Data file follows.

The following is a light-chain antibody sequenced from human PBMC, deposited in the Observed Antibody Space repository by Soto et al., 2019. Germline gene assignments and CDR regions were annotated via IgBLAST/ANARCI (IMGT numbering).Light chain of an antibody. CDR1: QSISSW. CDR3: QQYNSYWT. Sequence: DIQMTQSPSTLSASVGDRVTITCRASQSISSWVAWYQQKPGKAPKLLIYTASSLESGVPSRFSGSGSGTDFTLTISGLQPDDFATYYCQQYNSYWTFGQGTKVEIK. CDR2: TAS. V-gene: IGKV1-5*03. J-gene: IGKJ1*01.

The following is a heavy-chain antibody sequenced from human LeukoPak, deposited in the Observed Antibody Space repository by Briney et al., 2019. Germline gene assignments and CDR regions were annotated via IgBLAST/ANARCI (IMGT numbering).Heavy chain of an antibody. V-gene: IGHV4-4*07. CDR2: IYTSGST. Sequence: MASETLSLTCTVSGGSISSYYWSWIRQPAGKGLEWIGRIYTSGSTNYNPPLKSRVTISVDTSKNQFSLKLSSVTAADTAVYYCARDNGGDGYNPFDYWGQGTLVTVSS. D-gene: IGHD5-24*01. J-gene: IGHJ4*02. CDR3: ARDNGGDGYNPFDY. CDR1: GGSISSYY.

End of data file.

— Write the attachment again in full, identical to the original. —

The following is a light-chain antibody sequenced from human PBMC, deposited in the Observed Antibody Space repository by Soto et al., 2019. Germline gene assignments and CDR regions were annotated via IgBLAST/ANARCI (IMGT numbering).Light chain of an antibody. CDR1: QSISSW. CDR3: QQYNSYWT. Sequence: DIQMTQSPSTLSASVGDRVTITCRASQSISSWVAWYQQKPGKAPKLLIYTASSLESGVPSRFSGSGSGTDFTLTISGLQPDDFATYYCQQYNSYWTFGQGTKVEIK. CDR2: TAS. V-gene: IGKV1-5*03. J-gene: IGKJ1*01.

The following is a heavy-chain antibody sequenced from human LeukoPak, deposited in the Observed Antibody Space repository by Briney et al., 2019. Germline gene assignments and CDR regions were annotated via IgBLAST/ANARCI (IMGT numbering).Heavy chain of an antibody. V-gene: IGHV4-4*07. CDR2: IYTSGST. Sequence: MASETLSLTCTVSGGSISSYYWSWIRQPAGKGLEWIGRIYTSGSTNYNPPLKSRVTISVDTSKNQFSLKLSSVTAADTAVYYCARDNGGDGYNPFDYWGQGTLVTVSS. D-gene: IGHD5-24*01. J-gene: IGHJ4*02. CDR3: ARDNGGDGYNPFDY. CDR1: GGSISSYY.